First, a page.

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Poplar Grove Winery is located on the slopes of the Naramata Bench, a premier wine growing area just outside Penticton, British Columbia. One of the original five wineries on the Naramata Bench, Poplar Grove was founded in 1993. Tony Holler purchased Poplar Grove and became the winery president in 2007. Tony’s wife, Barbara Holler, owns and operates the Holler’s 100 acres of estate vineyards allowing Poplar Grove wines to be made from 100% estate grown grapes. Their sons, Matthew and...
Hues of ripe nectarines plunge into the glass. Sultry aromas of fresh strawberries & rhubarb combine with an enticing hint of vanilla. A robust palate of cranberries and snappy citrus notes is well-balanced with delicate floral notes. A flawless summer sipper perfect for enjoying under the sun, on the beach, boat or barbecue.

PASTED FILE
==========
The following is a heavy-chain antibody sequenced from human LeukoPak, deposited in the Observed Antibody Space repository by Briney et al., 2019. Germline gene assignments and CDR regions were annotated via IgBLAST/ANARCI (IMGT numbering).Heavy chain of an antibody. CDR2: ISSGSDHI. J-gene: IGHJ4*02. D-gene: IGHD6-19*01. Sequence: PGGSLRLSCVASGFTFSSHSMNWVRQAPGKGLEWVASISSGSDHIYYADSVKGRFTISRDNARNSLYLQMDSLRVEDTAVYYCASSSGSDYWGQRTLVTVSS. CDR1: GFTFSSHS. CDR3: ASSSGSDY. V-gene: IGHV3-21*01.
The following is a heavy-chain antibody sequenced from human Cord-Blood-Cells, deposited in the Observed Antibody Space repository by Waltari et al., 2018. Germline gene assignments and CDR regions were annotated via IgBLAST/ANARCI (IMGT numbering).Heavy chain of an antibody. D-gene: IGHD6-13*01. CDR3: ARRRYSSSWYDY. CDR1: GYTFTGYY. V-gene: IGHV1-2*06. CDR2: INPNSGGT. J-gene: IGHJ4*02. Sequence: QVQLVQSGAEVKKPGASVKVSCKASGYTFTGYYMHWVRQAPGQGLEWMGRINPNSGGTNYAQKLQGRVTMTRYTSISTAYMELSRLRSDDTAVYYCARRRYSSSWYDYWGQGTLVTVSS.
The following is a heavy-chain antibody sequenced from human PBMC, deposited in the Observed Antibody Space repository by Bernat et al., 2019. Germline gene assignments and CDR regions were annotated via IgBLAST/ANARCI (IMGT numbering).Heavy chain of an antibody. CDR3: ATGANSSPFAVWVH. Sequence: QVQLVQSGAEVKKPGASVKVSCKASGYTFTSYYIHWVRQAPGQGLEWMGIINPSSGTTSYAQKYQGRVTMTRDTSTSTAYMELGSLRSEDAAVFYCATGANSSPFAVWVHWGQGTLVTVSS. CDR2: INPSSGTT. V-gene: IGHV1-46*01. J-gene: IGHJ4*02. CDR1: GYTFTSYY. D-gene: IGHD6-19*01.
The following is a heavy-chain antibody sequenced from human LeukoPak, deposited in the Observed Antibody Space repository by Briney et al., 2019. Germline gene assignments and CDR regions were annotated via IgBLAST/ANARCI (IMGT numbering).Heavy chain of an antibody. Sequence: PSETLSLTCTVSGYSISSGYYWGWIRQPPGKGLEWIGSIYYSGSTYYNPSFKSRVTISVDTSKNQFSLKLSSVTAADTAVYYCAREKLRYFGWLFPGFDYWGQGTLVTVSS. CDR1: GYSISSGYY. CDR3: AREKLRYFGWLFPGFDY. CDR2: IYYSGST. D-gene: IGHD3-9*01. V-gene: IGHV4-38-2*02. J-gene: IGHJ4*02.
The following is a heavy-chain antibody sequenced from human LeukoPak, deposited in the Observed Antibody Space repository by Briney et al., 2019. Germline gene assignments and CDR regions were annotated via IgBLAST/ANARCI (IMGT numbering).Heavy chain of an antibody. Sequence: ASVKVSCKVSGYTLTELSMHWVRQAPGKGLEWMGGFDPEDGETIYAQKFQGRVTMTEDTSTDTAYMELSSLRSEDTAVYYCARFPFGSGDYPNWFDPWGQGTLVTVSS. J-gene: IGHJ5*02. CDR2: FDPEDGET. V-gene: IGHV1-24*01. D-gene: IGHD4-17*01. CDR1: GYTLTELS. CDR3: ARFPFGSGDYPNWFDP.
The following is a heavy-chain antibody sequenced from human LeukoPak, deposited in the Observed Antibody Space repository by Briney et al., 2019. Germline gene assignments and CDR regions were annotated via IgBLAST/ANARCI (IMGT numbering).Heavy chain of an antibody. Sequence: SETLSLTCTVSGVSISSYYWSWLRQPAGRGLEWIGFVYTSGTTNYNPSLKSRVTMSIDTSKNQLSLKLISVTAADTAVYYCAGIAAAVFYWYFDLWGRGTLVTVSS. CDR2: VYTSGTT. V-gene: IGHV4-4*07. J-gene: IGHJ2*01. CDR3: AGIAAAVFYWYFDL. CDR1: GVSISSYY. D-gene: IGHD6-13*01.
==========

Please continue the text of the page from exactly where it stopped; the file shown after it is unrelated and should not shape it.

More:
Spring started off slowly and was wetter than average. 2018 found the vineyards two weeks behind our normal bud burst. Once the warmer weather arrived mid-spring, it caused the above average snow levels in the mountains to melt rapidly resulting in another year of flooding. The flooding did not wash any topsoil away and, after a challenging start, the end of spring weather conditions were perfect for an ideal fruit set. Once summer arrived, it was hot and dry which tested the patience of vineyard crews to pay close attention to irrigation regimes and leaf-to-fruit ratios. The vineyards soaked up the summer sunshine; meticulous farming and careful yield management allowed the grapes to fully ripen on the vine. September was wet. After each rainfall, the tractors were driven down the vineyard rows to blow the water off the vines and fruit ensuring there was no opportunity for mold to develop. A beautiful autumn saw the perfect weather to allow the fruit to catch up after a wet September.
Merlot and Malbec bunches were hand picked and sorted in the vineyard. The extracted juice from the crushed grapes was left on skins for four hours, then cold settled and fermented at 15ºC to preserve the bright fruit flavours. The yeast consumed most of the grape sugars leaving 1.4 g/l and yielding a wonderfully rich dry rosé.